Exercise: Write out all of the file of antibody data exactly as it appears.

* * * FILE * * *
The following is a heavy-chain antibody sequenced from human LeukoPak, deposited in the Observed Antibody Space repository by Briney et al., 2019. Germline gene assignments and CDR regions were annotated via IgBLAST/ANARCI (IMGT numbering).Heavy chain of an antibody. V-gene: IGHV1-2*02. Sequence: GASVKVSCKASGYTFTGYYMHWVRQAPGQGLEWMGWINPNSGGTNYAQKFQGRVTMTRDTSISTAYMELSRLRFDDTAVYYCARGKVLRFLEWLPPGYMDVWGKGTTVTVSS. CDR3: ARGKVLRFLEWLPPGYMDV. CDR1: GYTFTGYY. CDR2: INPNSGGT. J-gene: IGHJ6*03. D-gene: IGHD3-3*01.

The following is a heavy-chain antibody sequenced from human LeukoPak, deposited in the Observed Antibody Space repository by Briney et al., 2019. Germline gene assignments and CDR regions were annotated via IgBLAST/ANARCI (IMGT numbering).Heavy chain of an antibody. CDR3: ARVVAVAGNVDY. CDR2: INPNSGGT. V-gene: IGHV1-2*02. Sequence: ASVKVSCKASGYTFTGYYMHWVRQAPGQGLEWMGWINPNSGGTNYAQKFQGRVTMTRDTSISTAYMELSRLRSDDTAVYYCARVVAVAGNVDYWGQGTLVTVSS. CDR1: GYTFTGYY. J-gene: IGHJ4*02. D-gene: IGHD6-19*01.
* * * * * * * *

The following is a heavy-chain antibody sequenced from human LeukoPak, deposited in the Observed Antibody Space repository by Briney et al., 2019. Germline gene assignments and CDR regions were annotated via IgBLAST/ANARCI (IMGT numbering).Heavy chain of an antibody. V-gene: IGHV1-2*02. Sequence: GASVKVSCKASGYTFTGYYMHWVRQAPGQGLEWMGWINPNSGGTNYAQKFQGRVTMTRDTSISTAYMELSRLRFDDTAVYYCARGKVLRFLEWLPPGYMDVWGKGTTVTVSS. CDR3: ARGKVLRFLEWLPPGYMDV. CDR1: GYTFTGYY. CDR2: INPNSGGT. J-gene: IGHJ6*03. D-gene: IGHD3-3*01.

The following is a heavy-chain antibody sequenced from human LeukoPak, deposited in the Observed Antibody Space repository by Briney et al., 2019. Germline gene assignments and CDR regions were annotated via IgBLAST/ANARCI (IMGT numbering).Heavy chain of an antibody. CDR3: ARVVAVAGNVDY. CDR2: INPNSGGT. V-gene: IGHV1-2*02. Sequence: ASVKVSCKASGYTFTGYYMHWVRQAPGQGLEWMGWINPNSGGTNYAQKFQGRVTMTRDTSISTAYMELSRLRSDDTAVYYCARVVAVAGNVDYWGQGTLVTVSS. CDR1: GYTFTGYY. J-gene: IGHJ4*02. D-gene: IGHD6-19*01.